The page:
Parable Of The Madman

- by Friedrich Nietzsche 4

Have you not heard of that madman who lit a lantern in the bright morning
ran to the market place, and cried incessantly:
'I seek God! I seek God!'
As many of those who did not believe in God
were standing around just then,
he provoked much laughter.
Has he got lost? asked one.
Did he lose his way like a child? asked another.
Or is he hiding?
Is he afraid of us? Has he gone on a voyage? emigrated?
Thus they yelled and laughed.

The madman jumped into their midst and pierced them with his eyes.
'Whither is God?' he cried; 'I will tell you.
We have killed him--you and I.
All of us are his murderers.
But how did we do this?
How could we drink up the sea?
Who gave us the sponge to wipe away the entire horizon?
What were we doing when we unchained this earth from its sun?
Whither is it moving now? Whither are we moving?
Away from all suns?
Are we not plunging continually?
Backward, sideward, forward, in all directions?
Is there still any up or down?
Are we not straying, as through an infinite nothing?
Do we not feel the breath of empty space?
Has it not become colder? Is not night continually closing in on us?
Do we not need to light lanterns in the morning?
Do we hear nothing as yet of the noise of the gravediggers
who are burying God?
Do we smell nothing as yet of the divine decomposition?
Gods, too, decompose.
God is dead.
God remains dead.
And we have killed him.

'How shall we comfort ourselves, the murderers of all murderers?
What was holiest and mightiest of all that the world has yet owned has bled
to death under our knives: who will wipe this blood off us?
What water is there for us to clean ourselves?
What festivals of atonement, what sacred gamesshall we have to invent?
Is not the greatness of this deed too great for us?
Must we ourselves not become gods simply to appear worthy of it?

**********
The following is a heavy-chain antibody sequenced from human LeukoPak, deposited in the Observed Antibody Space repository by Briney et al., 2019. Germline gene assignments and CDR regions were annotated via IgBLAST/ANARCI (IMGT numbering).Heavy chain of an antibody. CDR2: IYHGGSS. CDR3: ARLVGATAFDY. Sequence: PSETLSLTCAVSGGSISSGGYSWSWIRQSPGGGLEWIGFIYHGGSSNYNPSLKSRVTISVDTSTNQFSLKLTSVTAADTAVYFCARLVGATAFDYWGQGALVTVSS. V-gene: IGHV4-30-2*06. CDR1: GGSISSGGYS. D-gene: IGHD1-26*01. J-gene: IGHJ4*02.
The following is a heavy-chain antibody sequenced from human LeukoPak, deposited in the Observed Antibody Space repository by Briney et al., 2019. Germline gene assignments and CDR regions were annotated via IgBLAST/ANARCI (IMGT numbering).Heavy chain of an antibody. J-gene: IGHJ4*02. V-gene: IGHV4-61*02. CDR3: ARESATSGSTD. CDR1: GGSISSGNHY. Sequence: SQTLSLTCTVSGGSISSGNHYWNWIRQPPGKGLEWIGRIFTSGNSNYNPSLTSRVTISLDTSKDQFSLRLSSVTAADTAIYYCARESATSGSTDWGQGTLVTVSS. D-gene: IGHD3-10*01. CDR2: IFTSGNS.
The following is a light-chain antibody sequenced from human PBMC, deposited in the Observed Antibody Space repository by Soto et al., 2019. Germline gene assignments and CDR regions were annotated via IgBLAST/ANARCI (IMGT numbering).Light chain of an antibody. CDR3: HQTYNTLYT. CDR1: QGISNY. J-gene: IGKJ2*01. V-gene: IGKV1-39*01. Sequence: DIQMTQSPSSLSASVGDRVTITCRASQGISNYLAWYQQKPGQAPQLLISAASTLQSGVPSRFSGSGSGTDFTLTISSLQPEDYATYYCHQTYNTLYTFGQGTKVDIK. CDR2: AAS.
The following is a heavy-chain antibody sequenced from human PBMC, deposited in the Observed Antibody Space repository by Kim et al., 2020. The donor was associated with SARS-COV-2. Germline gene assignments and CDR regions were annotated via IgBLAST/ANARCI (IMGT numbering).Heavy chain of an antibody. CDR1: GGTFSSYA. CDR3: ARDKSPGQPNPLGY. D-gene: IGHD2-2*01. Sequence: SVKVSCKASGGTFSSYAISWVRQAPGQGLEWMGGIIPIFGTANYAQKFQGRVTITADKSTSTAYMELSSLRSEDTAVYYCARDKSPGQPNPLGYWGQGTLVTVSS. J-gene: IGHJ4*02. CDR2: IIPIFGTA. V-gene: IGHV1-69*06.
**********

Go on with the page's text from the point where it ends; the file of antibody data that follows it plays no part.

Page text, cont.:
There has never been a greater deed; and whoever is born after us -
For the sake of this deed he will belong to a higher history than all
history hitherto.'

Here the madman fell silent and looked again at his listeners;
and they, too, were silent and stared at him in astonishment.
At last he threw his lantern on the ground,
and it broke into pieces and went out.
'I have come too early,' he said then; 'my time is not yet.
This tremendous event is still on its way, still wandering;
it has not yet reached the ears of men.
Lightning and thunder require time;
the light of the stars requires time;
deeds, though done, still require time to be seen and heard.
This deed is still more distant from them than most distant stars -
and yet they have done it themselves.

It has been related further that on the same day
the madman forced his way into several churches
and there struck up his requiem aeternam deo.
Led out and called to account, he is said always to have replied nothing
'What after all are these churches now
if they are not the tombs and sepulchers of God?'

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Poems by Friedrich Nietzsche, Friedrich Nietzsche's poems collection. Friedrich Nietzsche is a classical and famous poet (15 October 1844 - 25 August 1900 / Germany). Share all poems of Friedrich Nietzsche.